Principle 2: Welcome Minimalism and Goodbye Consumerism

Note: This article is a part of series called “Six Principles to Achieve Financial Freedom”. I’d strongly suggest starting from Principal 1 it to understand it better. Ignore if not applicable.    

The most important principle that will help you gain immediate control over your financial destiny is to welcome Minimalism and say goodbye to Consumerism. I was first introduced by this topic on a YouTube video where two people would talk about minimalism lifestyle. However, it was not until my mid 20s when I understood minimalism in true sense.


My definition of minimalism is quite simple. Only spend money on the things that you need or that bring real value to your life. On the other hand, consumerism means buying excessive good, products and services frequently. Spending lavishly on every other things. With the rise of eCommerce websites where you can easily order almost anything online, consumerism has become more common.

I know guys who live in 3,000 square foot bungalow and drive an Audi worth 4 crore who I would consider to be a minimalist. You’d ask me how’s that possible? It’s simple, because they only spend money on the things that bring value to their lives.

They love cars and savor driving their Audi to their office. Entertain regularly and host parties on a monthly basis so the 3,000 square foot apartment is warranted. They aren’t filling their home with crap from HomeShop18 stuff or purchasing random stuff online that they don’t need from their credit cards on credit.

They are intentionally spending their money in a way that makes them happy without spending it on things that bring no value to their life. This is the second most important financial principle you can ever learn.

As mentioned by this great scholar 2000 years ago..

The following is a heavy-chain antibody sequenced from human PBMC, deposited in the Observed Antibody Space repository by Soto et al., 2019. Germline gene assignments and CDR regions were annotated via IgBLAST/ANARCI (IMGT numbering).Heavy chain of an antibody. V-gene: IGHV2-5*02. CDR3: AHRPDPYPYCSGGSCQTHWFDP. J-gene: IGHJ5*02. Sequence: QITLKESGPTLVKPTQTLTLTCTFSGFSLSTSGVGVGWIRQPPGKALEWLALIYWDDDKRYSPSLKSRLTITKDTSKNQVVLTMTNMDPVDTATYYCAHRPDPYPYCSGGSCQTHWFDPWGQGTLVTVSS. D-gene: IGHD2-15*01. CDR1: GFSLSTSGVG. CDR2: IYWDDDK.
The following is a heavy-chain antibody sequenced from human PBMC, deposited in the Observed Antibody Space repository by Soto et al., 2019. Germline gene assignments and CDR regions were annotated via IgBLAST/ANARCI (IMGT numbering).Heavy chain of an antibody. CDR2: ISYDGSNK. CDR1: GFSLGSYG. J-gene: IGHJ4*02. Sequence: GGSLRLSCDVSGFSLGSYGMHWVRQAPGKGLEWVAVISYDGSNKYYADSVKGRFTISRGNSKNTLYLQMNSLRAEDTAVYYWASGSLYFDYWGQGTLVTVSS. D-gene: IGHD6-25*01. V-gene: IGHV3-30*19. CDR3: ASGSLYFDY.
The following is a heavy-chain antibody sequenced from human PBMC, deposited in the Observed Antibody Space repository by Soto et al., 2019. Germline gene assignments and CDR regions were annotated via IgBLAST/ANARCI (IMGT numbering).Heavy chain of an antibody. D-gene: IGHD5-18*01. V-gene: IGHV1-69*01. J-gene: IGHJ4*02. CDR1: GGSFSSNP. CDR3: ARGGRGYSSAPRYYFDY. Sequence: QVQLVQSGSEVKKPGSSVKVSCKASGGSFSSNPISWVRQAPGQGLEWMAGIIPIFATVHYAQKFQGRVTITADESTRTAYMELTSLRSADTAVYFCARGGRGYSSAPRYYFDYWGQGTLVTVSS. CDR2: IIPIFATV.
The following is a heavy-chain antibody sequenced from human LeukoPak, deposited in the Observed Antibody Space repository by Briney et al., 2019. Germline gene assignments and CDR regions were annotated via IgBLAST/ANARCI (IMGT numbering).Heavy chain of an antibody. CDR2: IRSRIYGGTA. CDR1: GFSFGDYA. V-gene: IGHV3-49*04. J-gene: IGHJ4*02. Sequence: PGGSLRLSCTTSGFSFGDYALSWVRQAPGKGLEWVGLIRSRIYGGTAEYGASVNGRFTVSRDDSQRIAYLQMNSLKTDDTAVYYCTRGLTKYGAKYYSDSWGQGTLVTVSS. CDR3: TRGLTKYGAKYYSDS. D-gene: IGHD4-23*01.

It is not the man who has too little, but the man who craves more, that is poor.

Before you make any purchase, ask yourself two questions.

1. Do I really need this?

2. Will it improve the quality of my life in the long term?

Yes, always have a long term approach if you’re confused about something.  

For example, paying Rs.45,000 for one of those stupid hoverboards will do little more than drain your bank account and leave you with bloody knees. However, investing Rs.1,00,000 into the most comfortable mattress you can find will improve your sleep quality and have a positive impact on your life for the next 10 years. Do you see the difference I’m talking about?

Rich people have small TVs and big libraries, and poor people have small libraries and big TVs.

Zig Ziglar

If you want to be financially free, you must avoid consumerism. Don’t buy things just because they are doing it or just because you think you’ll be left behind in this society or blah blah blah.

Make sure every purchase has a purpose and you will do just fine.

In short, if you have a good income and no desire to impress your neighbors, you’ll get rich pretty fast. Simple.

If we command our wealth, we shall be rich and free. If our wealth commands us, we are poor indeed.

Edmund Burke

Wealth is not what you spend but what you accumulate. And how hard it grows. Then how hard it works for you. 

Read ahead: Principle 3: Pay Yourself First and Do It Automatically


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